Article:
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Q&A Spotlight

What to do With an Unused Chimney

Remove it entirely, take it down to the attic floor, or cap it—what is the best option?

The energy losses through a chimney are good reason to remove it entirely. But there are a few benefits of partial removal, bringing it inside the building enclosure to eliminate the thermal bridge.

Besides the visual appeal of a chimney, what good is it if you’re not using it? Not much, according to “Michaelbluejay” (we will call him Michaelb), who posted about his situation in this Q&A thread. He writes that he knows his chimney should go because
it loses conditioned air and it’s a huge thermal bridge. As he understands it, he has three options:

1. Remove the exposed portion above the roof, cap/seal it, install new roofing at the hole—most effective but most expensive.

2. Cap the top of the flue—easy and cheap, and stops air but still have a thermal bridge.

3. Install a vented cap—a web-sourced solution that begs for some clarity.

Michaelb notes, too, that he is thinking of building out the fireplace into a small cabinet/closet.

So, what’s the best course of action for dealing with an unused chimney? That’s the topic of today’s Spotlight.

Take it all the way down

The responses are fairly uniform in their agreement that Michaelb should take the entire chimney down to the basement. Yes, it’s a dirty job, but it’s straightforward and the reward for the effort is extra space and much-improved thermal performance.

“DCcontrarian” offers this seasoned piece of advice for performing the work:

“Resist the temptation to toss the bricks to the ground; it’s dangerous and makes a mess of the yard that’s hard to clean up. For the section above the roof, I like to drop the bricks down the chimney so I can deal with them when I get off the roof. Once through the roof, all the work is either standing on the ground or, at worst, on a stepladder. I prefer to take the bricks out and carry them out of the house…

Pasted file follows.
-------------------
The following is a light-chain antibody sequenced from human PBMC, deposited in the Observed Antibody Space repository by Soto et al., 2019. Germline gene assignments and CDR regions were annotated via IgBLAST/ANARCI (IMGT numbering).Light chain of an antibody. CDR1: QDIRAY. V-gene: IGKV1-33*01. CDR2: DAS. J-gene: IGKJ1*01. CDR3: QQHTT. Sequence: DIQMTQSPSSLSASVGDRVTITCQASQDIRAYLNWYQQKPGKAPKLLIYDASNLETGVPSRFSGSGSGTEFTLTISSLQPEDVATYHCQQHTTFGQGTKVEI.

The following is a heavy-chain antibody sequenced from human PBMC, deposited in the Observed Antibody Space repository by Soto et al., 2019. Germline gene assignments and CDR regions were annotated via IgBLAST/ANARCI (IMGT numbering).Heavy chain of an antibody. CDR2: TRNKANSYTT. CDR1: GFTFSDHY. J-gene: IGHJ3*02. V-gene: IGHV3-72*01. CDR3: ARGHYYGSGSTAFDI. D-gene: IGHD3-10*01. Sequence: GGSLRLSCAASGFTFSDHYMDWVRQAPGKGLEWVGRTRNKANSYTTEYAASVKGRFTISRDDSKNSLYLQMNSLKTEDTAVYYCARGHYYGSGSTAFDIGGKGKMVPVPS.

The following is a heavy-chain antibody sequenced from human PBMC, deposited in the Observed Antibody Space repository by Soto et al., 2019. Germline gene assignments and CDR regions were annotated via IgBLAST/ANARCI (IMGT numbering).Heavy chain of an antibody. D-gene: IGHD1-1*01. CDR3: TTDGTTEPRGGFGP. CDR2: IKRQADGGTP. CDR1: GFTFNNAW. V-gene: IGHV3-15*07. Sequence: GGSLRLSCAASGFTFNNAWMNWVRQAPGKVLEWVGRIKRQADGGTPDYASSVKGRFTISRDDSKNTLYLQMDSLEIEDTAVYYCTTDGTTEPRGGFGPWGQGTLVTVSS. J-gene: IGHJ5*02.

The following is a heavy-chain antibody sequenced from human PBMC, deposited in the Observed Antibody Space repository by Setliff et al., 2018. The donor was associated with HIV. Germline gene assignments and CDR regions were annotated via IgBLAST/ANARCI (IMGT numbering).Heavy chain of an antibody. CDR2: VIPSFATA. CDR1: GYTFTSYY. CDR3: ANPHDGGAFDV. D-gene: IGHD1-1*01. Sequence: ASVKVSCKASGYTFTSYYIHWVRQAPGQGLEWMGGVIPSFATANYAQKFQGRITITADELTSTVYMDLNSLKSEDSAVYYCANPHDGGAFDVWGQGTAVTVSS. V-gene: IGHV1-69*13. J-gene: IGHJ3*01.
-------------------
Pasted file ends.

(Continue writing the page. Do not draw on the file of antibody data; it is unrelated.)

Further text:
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  1. michaelbluejay | | #1

    Thank you for the article. As I noted in the Q&A, once I found out about fireplace inserts, which minimize the air lost up the flue, that really seems like the best option. It's easy, cost-effective, and provides a source of heat if we lose power like happened in Austin a few years back. The alternative is getting a battery backup to power a mini split (thousands and thousands of dollars), or a gas generator, which is polluting and requires me to store gasoline on-site, and which goes bad quickly. Yes, DC Contrarian said that the fireplace would still be a thermal bridge, but as I noted, so are windows, and I have some of those too.

  2. Expert Member
    DCcontrarian | | #2

    Sometimes it's hard to know you're in the middle of a revolution when it's happening.

    For maybe half a million years, humans and their ancestors have burned stuff in their homes for energy. Mostly wood, but all kinds of stuff -- fuel oil, natural gas, coal, kerosene, vegetable oil, whale oil, peat, tallow, paraffin -- if it burns, we've burned it. But today we have all-electric homes, and nothing burns. It's really a paradigm shift. And it changes the way houses can be built. We don't need chimneys, and they can be a lot tighter because we don't have to worry about combustion products.

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